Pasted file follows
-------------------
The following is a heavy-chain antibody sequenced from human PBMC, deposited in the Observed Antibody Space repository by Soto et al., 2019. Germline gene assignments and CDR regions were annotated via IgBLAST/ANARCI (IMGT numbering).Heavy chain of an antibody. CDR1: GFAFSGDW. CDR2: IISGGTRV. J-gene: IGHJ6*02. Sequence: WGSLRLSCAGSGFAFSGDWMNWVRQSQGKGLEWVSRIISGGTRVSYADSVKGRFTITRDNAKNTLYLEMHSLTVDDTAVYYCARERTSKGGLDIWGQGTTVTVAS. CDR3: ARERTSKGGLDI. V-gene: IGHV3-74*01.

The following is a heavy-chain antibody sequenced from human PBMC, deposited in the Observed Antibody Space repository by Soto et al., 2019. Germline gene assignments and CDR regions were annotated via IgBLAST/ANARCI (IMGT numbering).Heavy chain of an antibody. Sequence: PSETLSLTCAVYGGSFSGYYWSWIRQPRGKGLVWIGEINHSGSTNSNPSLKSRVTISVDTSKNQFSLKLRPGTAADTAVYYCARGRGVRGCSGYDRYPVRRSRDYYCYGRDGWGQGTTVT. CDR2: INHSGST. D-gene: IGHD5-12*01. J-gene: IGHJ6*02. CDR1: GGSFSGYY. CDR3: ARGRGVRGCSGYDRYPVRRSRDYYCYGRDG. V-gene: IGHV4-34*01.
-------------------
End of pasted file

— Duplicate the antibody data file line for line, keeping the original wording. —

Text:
The following is a heavy-chain antibody sequenced from human PBMC, deposited in the Observed Antibody Space repository by Soto et al., 2019. Germline gene assignments and CDR regions were annotated via IgBLAST/ANARCI (IMGT numbering).Heavy chain of an antibody. CDR1: GFAFSGDW. CDR2: IISGGTRV. J-gene: IGHJ6*02. Sequence: WGSLRLSCAGSGFAFSGDWMNWVRQSQGKGLEWVSRIISGGTRVSYADSVKGRFTITRDNAKNTLYLEMHSLTVDDTAVYYCARERTSKGGLDIWGQGTTVTVAS. CDR3: ARERTSKGGLDI. V-gene: IGHV3-74*01.

The following is a heavy-chain antibody sequenced from human PBMC, deposited in the Observed Antibody Space repository by Soto et al., 2019. Germline gene assignments and CDR regions were annotated via IgBLAST/ANARCI (IMGT numbering).Heavy chain of an antibody. Sequence: PSETLSLTCAVYGGSFSGYYWSWIRQPRGKGLVWIGEINHSGSTNSNPSLKSRVTISVDTSKNQFSLKLRPGTAADTAVYYCARGRGVRGCSGYDRYPVRRSRDYYCYGRDGWGQGTTVT. CDR2: INHSGST. D-gene: IGHD5-12*01. J-gene: IGHJ6*02. CDR1: GGSFSGYY. CDR3: ARGRGVRGCSGYDRYPVRRSRDYYCYGRDG. V-gene: IGHV4-34*01.